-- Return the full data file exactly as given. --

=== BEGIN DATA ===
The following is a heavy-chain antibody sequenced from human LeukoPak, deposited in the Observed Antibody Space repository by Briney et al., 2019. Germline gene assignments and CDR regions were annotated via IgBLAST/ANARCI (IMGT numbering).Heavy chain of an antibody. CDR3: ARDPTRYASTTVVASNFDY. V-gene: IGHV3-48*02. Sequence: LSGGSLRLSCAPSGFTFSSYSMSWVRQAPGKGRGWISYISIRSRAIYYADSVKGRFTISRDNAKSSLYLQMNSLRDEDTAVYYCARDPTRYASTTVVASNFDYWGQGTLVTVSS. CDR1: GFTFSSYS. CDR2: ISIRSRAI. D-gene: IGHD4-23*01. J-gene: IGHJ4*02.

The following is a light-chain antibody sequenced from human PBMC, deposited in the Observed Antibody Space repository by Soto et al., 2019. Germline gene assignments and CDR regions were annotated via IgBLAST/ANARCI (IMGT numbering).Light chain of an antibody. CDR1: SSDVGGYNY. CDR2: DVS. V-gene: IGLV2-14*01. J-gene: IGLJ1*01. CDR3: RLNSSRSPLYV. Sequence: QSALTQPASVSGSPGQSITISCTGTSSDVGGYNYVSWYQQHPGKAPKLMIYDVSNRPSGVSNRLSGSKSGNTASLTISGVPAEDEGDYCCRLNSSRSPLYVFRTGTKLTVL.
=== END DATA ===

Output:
The following is a heavy-chain antibody sequenced from human LeukoPak, deposited in the Observed Antibody Space repository by Briney et al., 2019. Germline gene assignments and CDR regions were annotated via IgBLAST/ANARCI (IMGT numbering).Heavy chain of an antibody. CDR3: ARDPTRYASTTVVASNFDY. V-gene: IGHV3-48*02. Sequence: LSGGSLRLSCAPSGFTFSSYSMSWVRQAPGKGRGWISYISIRSRAIYYADSVKGRFTISRDNAKSSLYLQMNSLRDEDTAVYYCARDPTRYASTTVVASNFDYWGQGTLVTVSS. CDR1: GFTFSSYS. CDR2: ISIRSRAI. D-gene: IGHD4-23*01. J-gene: IGHJ4*02.

The following is a light-chain antibody sequenced from human PBMC, deposited in the Observed Antibody Space repository by Soto et al., 2019. Germline gene assignments and CDR regions were annotated via IgBLAST/ANARCI (IMGT numbering).Light chain of an antibody. CDR1: SSDVGGYNY. CDR2: DVS. V-gene: IGLV2-14*01. J-gene: IGLJ1*01. CDR3: RLNSSRSPLYV. Sequence: QSALTQPASVSGSPGQSITISCTGTSSDVGGYNYVSWYQQHPGKAPKLMIYDVSNRPSGVSNRLSGSKSGNTASLTISGVPAEDEGDYCCRLNSSRSPLYVFRTGTKLTVL.